On Monday, The Washington Examiner's Rachel Baye reported that the D.C. Public School system is negotiating with the Washington Teachers' Union to implement longer school days and a longer school year. WTU President Nathan Saunders expressed openness to the idea but said such a change will come at a price to the school system -- higher pay for educators and more hours for "professional development." Meanwhile, Baye noted, some D.C. public charter schools, which have greater flexibility and freedom from union interference, have already gone ahead with longer days and longer hours.
It is good to see DCPS try something new, and to innovate based on the proven success of charter schools such as those run by KIPP DC. Basic student proficiency within the DCPS system remains abysmal, and charters continue to outperform them despite being shortchanged on facilities funding.
But negotiations over the length of the school day also underscore the DCPS system's lack of flexibility, which is one factor in its persistent failure, and in its current decline in student enrollment as parents choose charters instead.
Saunders must be careful offering concessions on the length of the school day. Former Chicago Teachers Union President Deborah Lynch was ousted from her job last decade by CTU members. Lynch's offense was that she agreed to add just 15 minutes to Chicago's then-shortest-in-America school day in exchange for a seven-day reduction in the school year and large pay increases for her members.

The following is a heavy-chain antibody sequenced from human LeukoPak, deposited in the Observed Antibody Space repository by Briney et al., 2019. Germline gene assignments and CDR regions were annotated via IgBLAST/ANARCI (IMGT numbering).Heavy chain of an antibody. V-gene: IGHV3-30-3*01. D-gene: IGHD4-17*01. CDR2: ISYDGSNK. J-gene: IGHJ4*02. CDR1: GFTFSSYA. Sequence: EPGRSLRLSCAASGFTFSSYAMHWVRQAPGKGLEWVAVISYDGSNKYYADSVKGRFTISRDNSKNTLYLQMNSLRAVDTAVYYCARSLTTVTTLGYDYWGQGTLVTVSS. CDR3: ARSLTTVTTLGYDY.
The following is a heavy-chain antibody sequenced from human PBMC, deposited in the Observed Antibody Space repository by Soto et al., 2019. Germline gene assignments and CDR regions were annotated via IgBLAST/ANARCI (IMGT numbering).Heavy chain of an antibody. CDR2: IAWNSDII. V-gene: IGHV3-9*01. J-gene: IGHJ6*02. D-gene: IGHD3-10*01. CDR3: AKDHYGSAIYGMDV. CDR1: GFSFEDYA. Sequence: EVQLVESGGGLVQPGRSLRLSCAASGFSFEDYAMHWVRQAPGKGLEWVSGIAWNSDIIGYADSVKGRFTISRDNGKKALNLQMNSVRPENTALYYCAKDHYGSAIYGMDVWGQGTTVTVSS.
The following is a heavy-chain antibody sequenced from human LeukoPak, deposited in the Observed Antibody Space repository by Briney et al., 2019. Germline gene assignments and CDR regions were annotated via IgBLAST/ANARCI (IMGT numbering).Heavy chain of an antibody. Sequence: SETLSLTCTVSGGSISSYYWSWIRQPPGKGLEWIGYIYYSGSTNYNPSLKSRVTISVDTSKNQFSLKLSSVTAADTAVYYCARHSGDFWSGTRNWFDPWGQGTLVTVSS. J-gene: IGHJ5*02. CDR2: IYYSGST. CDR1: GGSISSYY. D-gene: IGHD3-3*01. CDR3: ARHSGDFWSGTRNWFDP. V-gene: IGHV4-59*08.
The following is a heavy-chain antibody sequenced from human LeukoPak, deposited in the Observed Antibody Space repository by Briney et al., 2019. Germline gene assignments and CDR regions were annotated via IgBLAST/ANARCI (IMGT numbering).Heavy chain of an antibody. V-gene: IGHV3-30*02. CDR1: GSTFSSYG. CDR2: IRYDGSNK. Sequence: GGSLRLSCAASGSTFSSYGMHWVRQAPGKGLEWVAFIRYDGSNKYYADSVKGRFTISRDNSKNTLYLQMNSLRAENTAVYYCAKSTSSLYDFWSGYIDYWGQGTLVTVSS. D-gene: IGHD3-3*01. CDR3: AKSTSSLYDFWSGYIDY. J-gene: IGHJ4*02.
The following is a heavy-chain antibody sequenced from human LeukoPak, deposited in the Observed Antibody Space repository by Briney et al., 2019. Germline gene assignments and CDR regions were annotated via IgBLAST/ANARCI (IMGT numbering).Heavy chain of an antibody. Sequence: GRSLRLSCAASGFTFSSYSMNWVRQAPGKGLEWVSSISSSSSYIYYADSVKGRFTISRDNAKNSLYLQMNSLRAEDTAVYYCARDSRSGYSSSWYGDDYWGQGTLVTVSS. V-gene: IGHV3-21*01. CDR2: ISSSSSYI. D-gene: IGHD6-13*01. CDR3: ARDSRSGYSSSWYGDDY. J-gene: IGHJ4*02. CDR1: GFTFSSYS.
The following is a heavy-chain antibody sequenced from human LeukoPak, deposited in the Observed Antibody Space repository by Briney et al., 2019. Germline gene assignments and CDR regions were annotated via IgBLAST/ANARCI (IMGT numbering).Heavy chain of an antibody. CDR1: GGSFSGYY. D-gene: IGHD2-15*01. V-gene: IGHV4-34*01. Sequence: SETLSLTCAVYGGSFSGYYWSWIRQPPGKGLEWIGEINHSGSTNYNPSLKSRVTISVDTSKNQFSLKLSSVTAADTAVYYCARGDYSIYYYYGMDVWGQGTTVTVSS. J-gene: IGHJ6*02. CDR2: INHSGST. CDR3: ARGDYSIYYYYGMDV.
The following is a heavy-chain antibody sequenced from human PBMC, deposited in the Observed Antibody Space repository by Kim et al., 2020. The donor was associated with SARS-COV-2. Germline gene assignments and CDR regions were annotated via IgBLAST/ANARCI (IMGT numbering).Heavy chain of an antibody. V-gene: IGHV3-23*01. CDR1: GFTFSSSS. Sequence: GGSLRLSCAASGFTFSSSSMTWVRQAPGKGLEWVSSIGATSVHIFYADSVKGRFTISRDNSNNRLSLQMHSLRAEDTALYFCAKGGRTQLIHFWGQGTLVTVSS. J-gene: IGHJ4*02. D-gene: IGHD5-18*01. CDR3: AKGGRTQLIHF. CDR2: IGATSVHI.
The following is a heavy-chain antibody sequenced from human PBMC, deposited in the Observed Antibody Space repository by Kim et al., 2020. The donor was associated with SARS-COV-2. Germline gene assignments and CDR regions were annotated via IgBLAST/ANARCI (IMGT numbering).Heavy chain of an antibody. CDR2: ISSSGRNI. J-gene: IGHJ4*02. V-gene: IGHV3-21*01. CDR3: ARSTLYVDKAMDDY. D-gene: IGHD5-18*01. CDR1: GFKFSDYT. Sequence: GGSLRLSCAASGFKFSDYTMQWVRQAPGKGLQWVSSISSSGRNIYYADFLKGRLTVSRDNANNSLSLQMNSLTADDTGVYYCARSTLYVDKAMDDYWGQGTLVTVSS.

The Chicago example, and the relative success of D.C. charter schools compared to the DCPS schools they compete against (the ones outside Wards 2 and 3) both serve as examples of how ill-suited the classic unionized model is in a field like education. Strict work rules and strict seniority pay, all defined in adversarial contract negotiations between management and labor, might have worked well for the assembly-line workers in Detroit who for decades epitomized the union ideal.
But teachers are not assembly-line workers, nor are children widgets. Teachers deserve to be paid well, but their commitment to the children they serve depends largely on their willingness to be flexible. And the choice that parents are making now -- as they put an ever-increasing percentage of the city's public schoolchildren into charter schools -- is a reflection of these realities.